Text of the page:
Today I have the pleasure of interviewing Rosslyn Elliott. She is the author of The Saddler’s Legacy and the second book in the series, Sweeter than Birdsong (Thomas Nelson, 2011), is now available.
So let’s dive right in!
1. What interesting facts about the way you write or research might surprise readers?
Hmm – maybe that I smile quite frequently when I research, though I’m all alone. It’s such a treasure hunt for me that a good find makes me bubbly and gleeful. And a good find is usually something really odd or quirky!
The way I write is very linear, because I start at the beginning and go through to the end, usually with the help of a sketchy outline. I can’t imagine writing a scene here and a scene there, though I think non-linearity is a fascinating style for those who can do it. For me, so much of what happens in the development of a story is intuitive, and character development must be organic to be real, and that’s why I have to go one step at a time toward an inevitable conclusion.
2. What is it about your time period and setting that stirred you to write this story?
This series revolves around a real minister’s family in mid-nineteenth century Ohio. A visit to their small but historic home in 2006 left me touched by their courage and faith, but also by their ordinariness. To me, there’s nothing more uplifting than watching everyday Americans rise to a challenge and do heroic things because they were called in a time of need. It reminds me that we all have that potential within us, and that our choices matter. The Hanby family worked on the Underground Railroad helping fugitive slaves escape to Canada before the Civil War. Ben Hanby, the hero of Sweeter than Birdsong, helped to influence the entire North against slavery by writing one popular song that he certainly never expected to have such a wide effect. And Kate Winter, the leading lady of the story, overcame great social adversity to become one of the first female college graduates in America. Finally, there’s John Parker, an African-American entrepreneur and hero of the antebellum period who risked his life many times to assist fugitive slaves. I guess it’s pretty clear when I read this answer that what stirred me to write the story was the people. Of course, I love history, and historical clothing, and manners and gentility. But more than that, I love people who make me want to be a better, more faithful, and courageous person myself.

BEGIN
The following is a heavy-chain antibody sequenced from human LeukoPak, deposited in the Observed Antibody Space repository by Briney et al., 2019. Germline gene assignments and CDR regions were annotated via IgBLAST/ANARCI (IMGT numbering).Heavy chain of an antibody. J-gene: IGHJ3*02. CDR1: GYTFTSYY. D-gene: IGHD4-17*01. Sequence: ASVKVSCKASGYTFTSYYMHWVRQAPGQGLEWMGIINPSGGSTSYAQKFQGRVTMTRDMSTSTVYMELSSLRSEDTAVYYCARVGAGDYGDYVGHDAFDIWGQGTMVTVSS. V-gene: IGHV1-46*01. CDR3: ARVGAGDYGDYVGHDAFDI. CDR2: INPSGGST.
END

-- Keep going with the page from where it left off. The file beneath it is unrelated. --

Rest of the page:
3. What do you hope readers will take away from this story? What aspects might encourage them to reflect on their own lives or the world today?
There are several ways in which love conquers all in this story—but it’s not sappy, sentimental love. Instead it’s real, deep love that hurts even as it makes us realize it’s the only love worthy of the name. People in the story find that love takes them across all kinds of artificial and petty social boundaries. Love straightens out crooked values and strengthens weak nerves. That heavenly kind of love is what I hope readers take away from the novel. Sure, there are specific applications, such as the fact that Ben Hanby persists in an apparently hopeless effort to oppose slavery, until he reaches an unlikely and amazing victory. There’s encouragement in that for all of us, no matter what our challenges. But there’s even more inspiration in knowing that it is possible for human beings to carry light, love, and good news into a dark world.
It was my pleasure, Rosslyn! I enjoyed learning more about your lovely series and your answers were touching and a true reminder of what makes Christian fiction so special.
For those looking for the next book in the series, Lovelier than Daylight will be released this fall!